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Jenn Wasner spreads her wings with Flock of Dimes, and it's an amazing prospect

"If You See Me, Say Yes"

Release date: 23 September 2016
Flock of dimes if you see me say yes
13 September 2016, 10:45 Written by James Appleyard
You probably know Jenn Wasner as ‘the one with the guitar’ from Wye Oak, but in her latest guise as Flock of Dimes, she displays a compellingly multi-faceted personality.

Wasner’s website includes a letter from her friend, writer Rachel Monroe, which outlines her anxious move to North Carolina from her native Baltimore, a place that Wasner both loved and felt as though it was “eating her alive”. And this goes a long way to explaining the complex push-and-pull of If You See Me, Say Yes, it’s a work of tentative steps and excited optimism.

If You See Me… draws much less from the folk infused stylings of Wye Oak and much more from Wasner’s short lived, synth heavy Dungeonesse project from 2013, where she teamed up with producer Jon Ehrens to embrace a mutual fondness of 90s R’n’B. But with Flock of Dimes, Wasner has left the party behind and taken definitive steps towards a maturity of sound that showcases a solid knack for crafting rousing, erudite pop music.

After the blink-and-you’ll-miss-it intro of “Sometimes It Is Right…” (its counterpart “… To Have No Answer” neatly frames the album at the very end) “Birthplace” announces its arrival with a tidal rush of frenetic tribal drums, washes of guitar and weighty analogue synths like a fresh beach breeze the morning after an 80s infused afterparty.

“Everything Is Happening Today” is an alt-pop gem that eases you in with a steady build before bursting into life with a rush of electrifying synths and a mile-high hook. Warner’s vocals lead the track as her metaphor heavy lyrics are delivered with a controlled restrain before she lets lose the full force of her range towards the end of the track.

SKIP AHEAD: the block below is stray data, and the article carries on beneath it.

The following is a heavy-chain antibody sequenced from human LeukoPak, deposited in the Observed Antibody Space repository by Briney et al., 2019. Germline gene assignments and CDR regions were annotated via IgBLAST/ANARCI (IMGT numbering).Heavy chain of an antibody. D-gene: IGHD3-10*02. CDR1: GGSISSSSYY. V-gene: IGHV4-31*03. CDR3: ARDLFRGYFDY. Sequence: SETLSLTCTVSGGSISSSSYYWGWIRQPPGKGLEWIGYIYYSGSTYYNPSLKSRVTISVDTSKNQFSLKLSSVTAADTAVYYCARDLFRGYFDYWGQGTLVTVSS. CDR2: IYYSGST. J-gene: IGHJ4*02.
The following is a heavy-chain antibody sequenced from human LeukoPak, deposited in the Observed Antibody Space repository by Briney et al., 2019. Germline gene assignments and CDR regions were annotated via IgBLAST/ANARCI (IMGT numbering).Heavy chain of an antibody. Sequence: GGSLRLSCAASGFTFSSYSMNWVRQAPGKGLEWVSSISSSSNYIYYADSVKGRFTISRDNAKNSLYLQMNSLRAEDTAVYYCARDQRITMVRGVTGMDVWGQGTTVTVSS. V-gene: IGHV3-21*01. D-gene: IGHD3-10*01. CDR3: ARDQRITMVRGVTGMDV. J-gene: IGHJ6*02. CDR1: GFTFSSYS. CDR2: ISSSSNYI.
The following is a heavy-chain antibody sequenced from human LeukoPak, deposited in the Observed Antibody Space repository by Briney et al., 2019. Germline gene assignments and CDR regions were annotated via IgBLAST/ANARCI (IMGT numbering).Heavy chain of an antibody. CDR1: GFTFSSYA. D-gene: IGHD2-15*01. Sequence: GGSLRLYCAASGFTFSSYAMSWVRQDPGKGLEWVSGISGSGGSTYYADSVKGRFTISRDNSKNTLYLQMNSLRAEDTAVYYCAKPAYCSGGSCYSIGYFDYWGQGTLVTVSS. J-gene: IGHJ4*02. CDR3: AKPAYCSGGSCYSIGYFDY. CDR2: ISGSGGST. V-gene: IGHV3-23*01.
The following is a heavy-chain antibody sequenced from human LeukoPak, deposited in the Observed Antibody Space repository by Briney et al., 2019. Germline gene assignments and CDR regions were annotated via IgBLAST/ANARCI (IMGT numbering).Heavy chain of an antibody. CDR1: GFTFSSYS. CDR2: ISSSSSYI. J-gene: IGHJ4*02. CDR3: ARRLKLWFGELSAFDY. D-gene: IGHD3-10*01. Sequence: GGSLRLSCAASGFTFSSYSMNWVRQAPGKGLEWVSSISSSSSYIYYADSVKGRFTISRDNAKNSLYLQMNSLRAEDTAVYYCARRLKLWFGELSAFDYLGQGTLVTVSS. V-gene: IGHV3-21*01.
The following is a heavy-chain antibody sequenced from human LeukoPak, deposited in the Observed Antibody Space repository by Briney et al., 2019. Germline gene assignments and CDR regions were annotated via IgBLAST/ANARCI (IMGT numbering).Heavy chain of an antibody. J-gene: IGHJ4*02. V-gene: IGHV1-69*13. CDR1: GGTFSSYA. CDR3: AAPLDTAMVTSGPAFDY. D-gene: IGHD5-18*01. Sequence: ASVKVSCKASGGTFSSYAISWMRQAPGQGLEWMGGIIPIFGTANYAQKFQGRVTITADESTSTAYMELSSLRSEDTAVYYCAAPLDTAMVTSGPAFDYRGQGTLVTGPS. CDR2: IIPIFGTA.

The confident stomp of “Semaphore” delivers some sonic textures that wouldn’t be out of place on a golden-era Peter Gabriel record, and stand-out “Minor Justice” flutters with arpeggiated loops that coalesce into a wonky-pop masterstroke that approaches Róisín Murphy territory.

But If You See Me… also sees Wasner also hold back at points. “Flight” and “Apparition” run with the 80s aesthetic that permeates the album but sprawl out into more spacious territory, the latter even feels a touch improvised at times, but points like these never feel unfocused, it just seem Wasner is letting herself dip a toe into more experimental waters.

The fact that practically every note on If You See Me… was played by Wasner herself shows that, as Flock of Dimes, Wasner allows herself to fully embrace her pop sensibilities, even if at times, this gets the better of her. I just hope Flock of Dimes isn’t as fleeting as some of Wasner’s other projects because If You See Me… has the potential to mark the beginning of something very special.

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